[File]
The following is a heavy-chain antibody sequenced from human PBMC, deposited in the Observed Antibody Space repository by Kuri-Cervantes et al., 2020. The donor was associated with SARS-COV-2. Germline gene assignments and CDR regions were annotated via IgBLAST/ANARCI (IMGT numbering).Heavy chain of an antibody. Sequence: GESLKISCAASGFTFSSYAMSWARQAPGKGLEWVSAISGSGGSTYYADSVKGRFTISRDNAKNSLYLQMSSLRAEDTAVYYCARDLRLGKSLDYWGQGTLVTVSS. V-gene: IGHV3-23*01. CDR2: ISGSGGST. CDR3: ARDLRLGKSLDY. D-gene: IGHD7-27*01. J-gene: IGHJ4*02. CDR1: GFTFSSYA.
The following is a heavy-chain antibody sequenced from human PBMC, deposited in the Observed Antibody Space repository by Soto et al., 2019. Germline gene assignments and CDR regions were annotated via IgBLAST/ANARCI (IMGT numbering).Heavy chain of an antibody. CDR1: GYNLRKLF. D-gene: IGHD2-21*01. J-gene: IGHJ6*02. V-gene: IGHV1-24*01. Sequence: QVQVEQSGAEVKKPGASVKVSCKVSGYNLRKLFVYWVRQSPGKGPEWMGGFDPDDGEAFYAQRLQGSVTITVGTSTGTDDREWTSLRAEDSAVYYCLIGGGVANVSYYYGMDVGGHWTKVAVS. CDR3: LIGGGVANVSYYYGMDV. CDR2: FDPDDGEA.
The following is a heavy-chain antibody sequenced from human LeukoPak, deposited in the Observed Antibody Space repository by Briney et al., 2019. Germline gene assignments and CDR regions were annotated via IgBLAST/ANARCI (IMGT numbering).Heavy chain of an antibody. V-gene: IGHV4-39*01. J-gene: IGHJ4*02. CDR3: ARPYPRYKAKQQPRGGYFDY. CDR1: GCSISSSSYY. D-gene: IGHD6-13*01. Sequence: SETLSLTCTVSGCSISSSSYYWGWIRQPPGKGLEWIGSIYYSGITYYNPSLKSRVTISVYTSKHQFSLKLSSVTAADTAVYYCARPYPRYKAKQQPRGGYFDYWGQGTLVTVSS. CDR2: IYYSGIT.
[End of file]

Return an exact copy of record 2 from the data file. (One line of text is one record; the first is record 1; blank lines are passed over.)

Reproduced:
The following is a heavy-chain antibody sequenced from human PBMC, deposited in the Observed Antibody Space repository by Soto et al., 2019. Germline gene assignments and CDR regions were annotated via IgBLAST/ANARCI (IMGT numbering).Heavy chain of an antibody. CDR1: GYNLRKLF. D-gene: IGHD2-21*01. J-gene: IGHJ6*02. V-gene: IGHV1-24*01. Sequence: QVQVEQSGAEVKKPGASVKVSCKVSGYNLRKLFVYWVRQSPGKGPEWMGGFDPDDGEAFYAQRLQGSVTITVGTSTGTDDREWTSLRAEDSAVYYCLIGGGVANVSYYYGMDVGGHWTKVAVS. CDR3: LIGGGVANVSYYYGMDV. CDR2: FDPDDGEA.